AFRICANGLOBE – This week the African Union celebrates its 50th anniversary. How far has the continent come in those fifty years?
For one thing, the land that Africans fought to reclaim from foreign colonisers is being once again taken away from them, this time not by force but through purchase — their leaders are literally selling it from under their feet.
This is perhaps the most urgent continent-wide issue the African Union needs to address.
More than 60 per cent of the African population lives in rural areas and depends on land for its survival. However, reports show that in 2010, up to 123.5 million acres of African land — double the size of Britain — had been grabbed from peasants with the help of their governments.
According to Human Rights Watch, as many as 70,000 people in western Gambela region in Ethiopia have been relocated, against their will, to new villages that “lack adequate food, farmland, healthcare and educational facilities.”
Quoting one of the victims, the BBC in one of its reports said the Ethiopian government told them an investor was coming who would develop the land alongside the locals.
“They didn’t say the land would be taken away from us entirely,” the victim said.
The investor, Bangalore-based Karuturi Global Ltd, will lease a total of 311,000 hectares in Ethiopia.
In Ethiopia, all land is owned by the state and is leased out to private individuals and companies. In some places, communities often have pre-existing communal claims on the land, which are not acknowledged by the state.
In Tanzania, the government plans to evict Maasai communities from their 4,000 square kilometre ancestral land.
The eviction is reportedly to protect wildlife, which the government says is a major source of income from hunting and safaris and is under threat from overgrazing by Maasai cattle.
According to CNN, under the plan, most of the conservation corridor will still be accessible for grazing but no one will be allowed to live there. The other 1,500 square kilometres will be a “game controlled area,” where hunting is permitted with controlled access.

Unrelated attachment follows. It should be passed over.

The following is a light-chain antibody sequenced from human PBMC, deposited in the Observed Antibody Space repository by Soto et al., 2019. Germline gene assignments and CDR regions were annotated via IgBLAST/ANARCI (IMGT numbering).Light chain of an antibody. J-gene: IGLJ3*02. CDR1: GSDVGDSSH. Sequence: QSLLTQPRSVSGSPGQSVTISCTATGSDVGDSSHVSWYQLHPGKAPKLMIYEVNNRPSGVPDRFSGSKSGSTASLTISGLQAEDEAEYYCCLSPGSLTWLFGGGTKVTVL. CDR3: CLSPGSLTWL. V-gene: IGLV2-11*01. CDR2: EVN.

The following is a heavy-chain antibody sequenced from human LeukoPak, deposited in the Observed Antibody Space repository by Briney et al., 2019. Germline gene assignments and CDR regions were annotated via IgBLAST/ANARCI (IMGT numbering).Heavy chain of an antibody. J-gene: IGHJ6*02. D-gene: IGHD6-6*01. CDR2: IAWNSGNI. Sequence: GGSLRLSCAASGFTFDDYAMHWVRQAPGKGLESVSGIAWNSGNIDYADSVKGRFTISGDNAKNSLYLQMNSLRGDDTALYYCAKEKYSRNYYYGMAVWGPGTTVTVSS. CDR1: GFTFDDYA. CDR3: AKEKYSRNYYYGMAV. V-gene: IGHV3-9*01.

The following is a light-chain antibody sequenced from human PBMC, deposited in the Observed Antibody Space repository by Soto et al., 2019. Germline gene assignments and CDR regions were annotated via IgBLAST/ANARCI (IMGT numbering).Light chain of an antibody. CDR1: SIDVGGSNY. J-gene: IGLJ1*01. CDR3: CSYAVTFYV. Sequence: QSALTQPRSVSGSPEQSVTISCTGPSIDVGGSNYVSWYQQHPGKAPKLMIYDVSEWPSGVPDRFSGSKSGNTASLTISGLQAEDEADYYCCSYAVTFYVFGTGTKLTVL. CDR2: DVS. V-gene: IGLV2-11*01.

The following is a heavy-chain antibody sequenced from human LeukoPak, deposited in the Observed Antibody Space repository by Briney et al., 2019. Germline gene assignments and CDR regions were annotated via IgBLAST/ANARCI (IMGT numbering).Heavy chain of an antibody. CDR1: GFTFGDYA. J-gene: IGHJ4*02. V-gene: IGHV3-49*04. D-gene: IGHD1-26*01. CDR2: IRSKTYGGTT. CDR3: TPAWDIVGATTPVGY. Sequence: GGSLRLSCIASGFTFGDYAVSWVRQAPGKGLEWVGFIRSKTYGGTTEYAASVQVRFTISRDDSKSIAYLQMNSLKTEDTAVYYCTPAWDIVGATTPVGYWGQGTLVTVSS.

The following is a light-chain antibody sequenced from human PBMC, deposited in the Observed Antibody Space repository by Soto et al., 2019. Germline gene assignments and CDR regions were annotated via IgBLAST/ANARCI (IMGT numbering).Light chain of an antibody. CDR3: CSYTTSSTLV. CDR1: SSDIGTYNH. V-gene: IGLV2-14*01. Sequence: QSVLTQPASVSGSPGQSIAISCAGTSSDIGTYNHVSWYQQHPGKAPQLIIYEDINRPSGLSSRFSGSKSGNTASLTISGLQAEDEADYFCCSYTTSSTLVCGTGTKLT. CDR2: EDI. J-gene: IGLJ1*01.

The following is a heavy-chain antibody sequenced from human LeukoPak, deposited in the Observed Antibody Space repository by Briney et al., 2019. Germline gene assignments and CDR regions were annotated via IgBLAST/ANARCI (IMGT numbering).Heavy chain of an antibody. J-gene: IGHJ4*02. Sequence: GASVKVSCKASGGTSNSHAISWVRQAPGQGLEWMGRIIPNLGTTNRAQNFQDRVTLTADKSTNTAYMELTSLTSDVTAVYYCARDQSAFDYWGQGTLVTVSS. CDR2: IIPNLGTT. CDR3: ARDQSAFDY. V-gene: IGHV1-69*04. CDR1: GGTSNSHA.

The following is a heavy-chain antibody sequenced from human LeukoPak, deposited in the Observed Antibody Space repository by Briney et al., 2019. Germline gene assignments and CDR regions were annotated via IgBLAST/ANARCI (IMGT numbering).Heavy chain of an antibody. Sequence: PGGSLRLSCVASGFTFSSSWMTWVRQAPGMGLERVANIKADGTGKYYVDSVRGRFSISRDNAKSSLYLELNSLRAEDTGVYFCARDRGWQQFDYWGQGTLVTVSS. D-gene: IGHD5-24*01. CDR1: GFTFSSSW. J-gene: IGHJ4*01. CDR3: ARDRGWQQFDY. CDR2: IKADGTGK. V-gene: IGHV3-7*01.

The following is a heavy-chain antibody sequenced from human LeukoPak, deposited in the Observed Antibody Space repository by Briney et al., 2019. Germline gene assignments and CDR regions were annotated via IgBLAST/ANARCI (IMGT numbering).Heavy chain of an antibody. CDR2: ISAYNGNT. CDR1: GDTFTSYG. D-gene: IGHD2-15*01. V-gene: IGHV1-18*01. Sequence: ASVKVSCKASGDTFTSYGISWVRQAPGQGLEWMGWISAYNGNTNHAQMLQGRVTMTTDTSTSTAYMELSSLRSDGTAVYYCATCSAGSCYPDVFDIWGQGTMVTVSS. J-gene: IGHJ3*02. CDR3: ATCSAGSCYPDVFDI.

Maasai leaders claim they will be evicted from their own land and will lose about 40 per cent of their grazing land.
The land is located in the lush hills of Loliondo, northern Tanzania.
During colonial times, the area was a hunting ground for European royalty. Today, it is Emirati royals and other wealthy visitors who are being granted the rights to hunt, fanning a controversy that has simmered for two decades.
The hills are where the Maasai take their cattle to graze during the dry season. To restrict their access, the Maasai say, is “a death sentence.”
For rural Maasai, cattle provide milk, meat, and blood, and can even be used as currency. The survival of the cattle is the community’s survival.
Oxfam International reports that Asian and Middle East companies have bought 560 million acres of farmland, mostly in Africa and often at bargain prices, with some reportedly at less than $1 a hectare.
Quoted by the BBC recently, former UN secretary general Kofi Annan said tax avoidance, secret mining deals and financial transfers are depriving Africa of the benefits of its resources boom.
Firms that shift profits to lower tax jurisdictions cost Africa $38bn, twice as much as the continent receives from highly tied money from donors.
“It is like taking food off the tables of the poor,” said Mr Annan.
According to financial results released in mid-May, six companies with large British ownership will take home $238 million of the total $451 million declared in dividends and fees due to shareholders.
Yet the world is awash with stories of “Africa rising,” condoned by the AU, while the profits are made at the expense of Africans who benefits very little.
By: Ray Naluyaga